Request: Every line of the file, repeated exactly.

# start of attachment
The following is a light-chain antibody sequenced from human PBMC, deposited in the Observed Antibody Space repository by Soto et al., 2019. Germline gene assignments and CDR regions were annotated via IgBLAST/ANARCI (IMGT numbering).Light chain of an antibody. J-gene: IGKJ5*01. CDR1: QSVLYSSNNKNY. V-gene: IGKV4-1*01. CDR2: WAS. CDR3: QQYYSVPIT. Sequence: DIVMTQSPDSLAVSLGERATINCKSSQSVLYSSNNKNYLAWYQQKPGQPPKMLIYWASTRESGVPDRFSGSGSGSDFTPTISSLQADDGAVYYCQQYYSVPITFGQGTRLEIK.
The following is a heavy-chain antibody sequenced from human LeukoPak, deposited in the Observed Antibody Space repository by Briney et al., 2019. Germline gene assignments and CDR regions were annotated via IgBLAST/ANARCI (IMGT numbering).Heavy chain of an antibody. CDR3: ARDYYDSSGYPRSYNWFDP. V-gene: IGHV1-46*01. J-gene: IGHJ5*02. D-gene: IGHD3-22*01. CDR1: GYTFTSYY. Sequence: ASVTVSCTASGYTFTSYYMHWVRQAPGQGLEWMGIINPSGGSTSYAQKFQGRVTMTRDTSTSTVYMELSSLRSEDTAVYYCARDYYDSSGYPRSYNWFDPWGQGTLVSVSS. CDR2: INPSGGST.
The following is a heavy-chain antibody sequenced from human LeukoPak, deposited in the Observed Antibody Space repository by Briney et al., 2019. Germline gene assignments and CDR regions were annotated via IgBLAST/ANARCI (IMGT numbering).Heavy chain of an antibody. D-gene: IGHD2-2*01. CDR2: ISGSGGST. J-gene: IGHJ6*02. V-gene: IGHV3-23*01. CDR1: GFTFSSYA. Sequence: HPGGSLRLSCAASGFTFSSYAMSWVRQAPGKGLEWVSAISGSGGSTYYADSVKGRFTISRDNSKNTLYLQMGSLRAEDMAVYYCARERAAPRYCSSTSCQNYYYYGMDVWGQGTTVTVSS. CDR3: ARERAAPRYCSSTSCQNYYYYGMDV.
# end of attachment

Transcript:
The following is a light-chain antibody sequenced from human PBMC, deposited in the Observed Antibody Space repository by Soto et al., 2019. Germline gene assignments and CDR regions were annotated via IgBLAST/ANARCI (IMGT numbering).Light chain of an antibody. J-gene: IGKJ5*01. CDR1: QSVLYSSNNKNY. V-gene: IGKV4-1*01. CDR2: WAS. CDR3: QQYYSVPIT. Sequence: DIVMTQSPDSLAVSLGERATINCKSSQSVLYSSNNKNYLAWYQQKPGQPPKMLIYWASTRESGVPDRFSGSGSGSDFTPTISSLQADDGAVYYCQQYYSVPITFGQGTRLEIK.
The following is a heavy-chain antibody sequenced from human LeukoPak, deposited in the Observed Antibody Space repository by Briney et al., 2019. Germline gene assignments and CDR regions were annotated via IgBLAST/ANARCI (IMGT numbering).Heavy chain of an antibody. CDR3: ARDYYDSSGYPRSYNWFDP. V-gene: IGHV1-46*01. J-gene: IGHJ5*02. D-gene: IGHD3-22*01. CDR1: GYTFTSYY. Sequence: ASVTVSCTASGYTFTSYYMHWVRQAPGQGLEWMGIINPSGGSTSYAQKFQGRVTMTRDTSTSTVYMELSSLRSEDTAVYYCARDYYDSSGYPRSYNWFDPWGQGTLVSVSS. CDR2: INPSGGST.
The following is a heavy-chain antibody sequenced from human LeukoPak, deposited in the Observed Antibody Space repository by Briney et al., 2019. Germline gene assignments and CDR regions were annotated via IgBLAST/ANARCI (IMGT numbering).Heavy chain of an antibody. D-gene: IGHD2-2*01. CDR2: ISGSGGST. J-gene: IGHJ6*02. V-gene: IGHV3-23*01. CDR1: GFTFSSYA. Sequence: HPGGSLRLSCAASGFTFSSYAMSWVRQAPGKGLEWVSAISGSGGSTYYADSVKGRFTISRDNSKNTLYLQMGSLRAEDMAVYYCARERAAPRYCSSTSCQNYYYYGMDVWGQGTTVTVSS. CDR3: ARERAAPRYCSSTSCQNYYYYGMDV.